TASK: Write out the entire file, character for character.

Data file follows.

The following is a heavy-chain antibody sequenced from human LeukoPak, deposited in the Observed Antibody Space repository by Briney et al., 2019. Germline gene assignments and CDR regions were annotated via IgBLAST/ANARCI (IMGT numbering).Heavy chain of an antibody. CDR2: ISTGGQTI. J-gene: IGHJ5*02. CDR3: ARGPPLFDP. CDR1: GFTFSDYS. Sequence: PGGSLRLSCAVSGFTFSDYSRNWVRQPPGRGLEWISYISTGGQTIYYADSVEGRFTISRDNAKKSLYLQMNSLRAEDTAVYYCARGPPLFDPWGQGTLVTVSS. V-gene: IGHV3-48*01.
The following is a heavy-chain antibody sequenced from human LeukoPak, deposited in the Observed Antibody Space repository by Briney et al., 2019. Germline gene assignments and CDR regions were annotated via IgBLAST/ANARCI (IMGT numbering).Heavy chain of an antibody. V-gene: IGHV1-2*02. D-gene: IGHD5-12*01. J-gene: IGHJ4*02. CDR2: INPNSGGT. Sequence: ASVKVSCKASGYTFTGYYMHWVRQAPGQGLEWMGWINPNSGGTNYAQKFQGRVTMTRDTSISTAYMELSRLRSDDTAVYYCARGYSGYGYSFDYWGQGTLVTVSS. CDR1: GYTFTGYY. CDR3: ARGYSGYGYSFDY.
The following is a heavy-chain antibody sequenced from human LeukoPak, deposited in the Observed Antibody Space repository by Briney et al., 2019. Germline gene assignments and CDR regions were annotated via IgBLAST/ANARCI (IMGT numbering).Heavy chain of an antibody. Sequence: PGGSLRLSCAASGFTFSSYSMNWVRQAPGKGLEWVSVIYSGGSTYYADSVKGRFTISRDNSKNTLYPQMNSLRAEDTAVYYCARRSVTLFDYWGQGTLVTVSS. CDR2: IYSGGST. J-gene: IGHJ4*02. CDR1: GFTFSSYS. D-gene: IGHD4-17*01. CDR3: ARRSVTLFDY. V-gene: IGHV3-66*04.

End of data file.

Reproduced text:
The following is a heavy-chain antibody sequenced from human LeukoPak, deposited in the Observed Antibody Space repository by Briney et al., 2019. Germline gene assignments and CDR regions were annotated via IgBLAST/ANARCI (IMGT numbering).Heavy chain of an antibody. CDR2: ISTGGQTI. J-gene: IGHJ5*02. CDR3: ARGPPLFDP. CDR1: GFTFSDYS. Sequence: PGGSLRLSCAVSGFTFSDYSRNWVRQPPGRGLEWISYISTGGQTIYYADSVEGRFTISRDNAKKSLYLQMNSLRAEDTAVYYCARGPPLFDPWGQGTLVTVSS. V-gene: IGHV3-48*01.
The following is a heavy-chain antibody sequenced from human LeukoPak, deposited in the Observed Antibody Space repository by Briney et al., 2019. Germline gene assignments and CDR regions were annotated via IgBLAST/ANARCI (IMGT numbering).Heavy chain of an antibody. V-gene: IGHV1-2*02. D-gene: IGHD5-12*01. J-gene: IGHJ4*02. CDR2: INPNSGGT. Sequence: ASVKVSCKASGYTFTGYYMHWVRQAPGQGLEWMGWINPNSGGTNYAQKFQGRVTMTRDTSISTAYMELSRLRSDDTAVYYCARGYSGYGYSFDYWGQGTLVTVSS. CDR1: GYTFTGYY. CDR3: ARGYSGYGYSFDY.
The following is a heavy-chain antibody sequenced from human LeukoPak, deposited in the Observed Antibody Space repository by Briney et al., 2019. Germline gene assignments and CDR regions were annotated via IgBLAST/ANARCI (IMGT numbering).Heavy chain of an antibody. Sequence: PGGSLRLSCAASGFTFSSYSMNWVRQAPGKGLEWVSVIYSGGSTYYADSVKGRFTISRDNSKNTLYPQMNSLRAEDTAVYYCARRSVTLFDYWGQGTLVTVSS. CDR2: IYSGGST. J-gene: IGHJ4*02. CDR1: GFTFSSYS. D-gene: IGHD4-17*01. CDR3: ARRSVTLFDY. V-gene: IGHV3-66*04.